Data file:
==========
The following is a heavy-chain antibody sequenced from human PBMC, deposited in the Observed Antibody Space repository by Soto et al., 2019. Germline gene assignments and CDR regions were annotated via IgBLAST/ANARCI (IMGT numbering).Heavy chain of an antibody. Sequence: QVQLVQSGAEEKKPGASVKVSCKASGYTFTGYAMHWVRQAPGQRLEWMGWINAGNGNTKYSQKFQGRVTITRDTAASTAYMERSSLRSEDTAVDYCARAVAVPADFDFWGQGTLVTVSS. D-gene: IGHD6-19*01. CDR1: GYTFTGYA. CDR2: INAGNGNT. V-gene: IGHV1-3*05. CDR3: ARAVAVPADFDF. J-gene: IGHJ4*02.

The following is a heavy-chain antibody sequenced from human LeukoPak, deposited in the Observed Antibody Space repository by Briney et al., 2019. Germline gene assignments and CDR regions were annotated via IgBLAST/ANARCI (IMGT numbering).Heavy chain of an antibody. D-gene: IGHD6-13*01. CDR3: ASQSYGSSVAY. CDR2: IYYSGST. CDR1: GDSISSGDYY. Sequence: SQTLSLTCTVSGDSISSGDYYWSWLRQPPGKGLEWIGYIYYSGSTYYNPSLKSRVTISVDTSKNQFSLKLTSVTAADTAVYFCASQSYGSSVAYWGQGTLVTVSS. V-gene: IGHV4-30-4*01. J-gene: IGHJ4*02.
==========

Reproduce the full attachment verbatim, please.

The following is a heavy-chain antibody sequenced from human PBMC, deposited in the Observed Antibody Space repository by Soto et al., 2019. Germline gene assignments and CDR regions were annotated via IgBLAST/ANARCI (IMGT numbering).Heavy chain of an antibody. Sequence: QVQLVQSGAEEKKPGASVKVSCKASGYTFTGYAMHWVRQAPGQRLEWMGWINAGNGNTKYSQKFQGRVTITRDTAASTAYMERSSLRSEDTAVDYCARAVAVPADFDFWGQGTLVTVSS. D-gene: IGHD6-19*01. CDR1: GYTFTGYA. CDR2: INAGNGNT. V-gene: IGHV1-3*05. CDR3: ARAVAVPADFDF. J-gene: IGHJ4*02.

The following is a heavy-chain antibody sequenced from human LeukoPak, deposited in the Observed Antibody Space repository by Briney et al., 2019. Germline gene assignments and CDR regions were annotated via IgBLAST/ANARCI (IMGT numbering).Heavy chain of an antibody. D-gene: IGHD6-13*01. CDR3: ASQSYGSSVAY. CDR2: IYYSGST. CDR1: GDSISSGDYY. Sequence: SQTLSLTCTVSGDSISSGDYYWSWLRQPPGKGLEWIGYIYYSGSTYYNPSLKSRVTISVDTSKNQFSLKLTSVTAADTAVYFCASQSYGSSVAYWGQGTLVTVSS. V-gene: IGHV4-30-4*01. J-gene: IGHJ4*02.